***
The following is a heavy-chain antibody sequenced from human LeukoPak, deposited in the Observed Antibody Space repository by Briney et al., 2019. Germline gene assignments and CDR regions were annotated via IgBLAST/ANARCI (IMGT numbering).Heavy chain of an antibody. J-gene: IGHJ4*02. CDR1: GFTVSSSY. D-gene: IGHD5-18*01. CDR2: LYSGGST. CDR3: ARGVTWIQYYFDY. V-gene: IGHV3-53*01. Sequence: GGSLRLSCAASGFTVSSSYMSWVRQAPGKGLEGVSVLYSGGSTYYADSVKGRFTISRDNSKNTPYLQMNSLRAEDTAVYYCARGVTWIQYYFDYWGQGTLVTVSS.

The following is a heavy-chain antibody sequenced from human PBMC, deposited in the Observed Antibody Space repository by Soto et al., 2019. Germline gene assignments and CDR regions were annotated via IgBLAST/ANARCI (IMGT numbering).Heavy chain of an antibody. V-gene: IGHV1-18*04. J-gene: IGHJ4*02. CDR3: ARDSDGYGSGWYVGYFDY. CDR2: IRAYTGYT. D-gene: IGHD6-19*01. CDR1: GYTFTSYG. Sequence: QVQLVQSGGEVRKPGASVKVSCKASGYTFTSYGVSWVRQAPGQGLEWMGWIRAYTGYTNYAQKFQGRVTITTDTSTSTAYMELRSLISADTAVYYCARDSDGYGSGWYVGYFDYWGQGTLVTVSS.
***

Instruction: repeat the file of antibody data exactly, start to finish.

The following is a heavy-chain antibody sequenced from human LeukoPak, deposited in the Observed Antibody Space repository by Briney et al., 2019. Germline gene assignments and CDR regions were annotated via IgBLAST/ANARCI (IMGT numbering).Heavy chain of an antibody. J-gene: IGHJ4*02. CDR1: GFTVSSSY. D-gene: IGHD5-18*01. CDR2: LYSGGST. CDR3: ARGVTWIQYYFDY. V-gene: IGHV3-53*01. Sequence: GGSLRLSCAASGFTVSSSYMSWVRQAPGKGLEGVSVLYSGGSTYYADSVKGRFTISRDNSKNTPYLQMNSLRAEDTAVYYCARGVTWIQYYFDYWGQGTLVTVSS.

The following is a heavy-chain antibody sequenced from human PBMC, deposited in the Observed Antibody Space repository by Soto et al., 2019. Germline gene assignments and CDR regions were annotated via IgBLAST/ANARCI (IMGT numbering).Heavy chain of an antibody. V-gene: IGHV1-18*04. J-gene: IGHJ4*02. CDR3: ARDSDGYGSGWYVGYFDY. CDR2: IRAYTGYT. D-gene: IGHD6-19*01. CDR1: GYTFTSYG. Sequence: QVQLVQSGGEVRKPGASVKVSCKASGYTFTSYGVSWVRQAPGQGLEWMGWIRAYTGYTNYAQKFQGRVTITTDTSTSTAYMELRSLISADTAVYYCARDSDGYGSGWYVGYFDYWGQGTLVTVSS.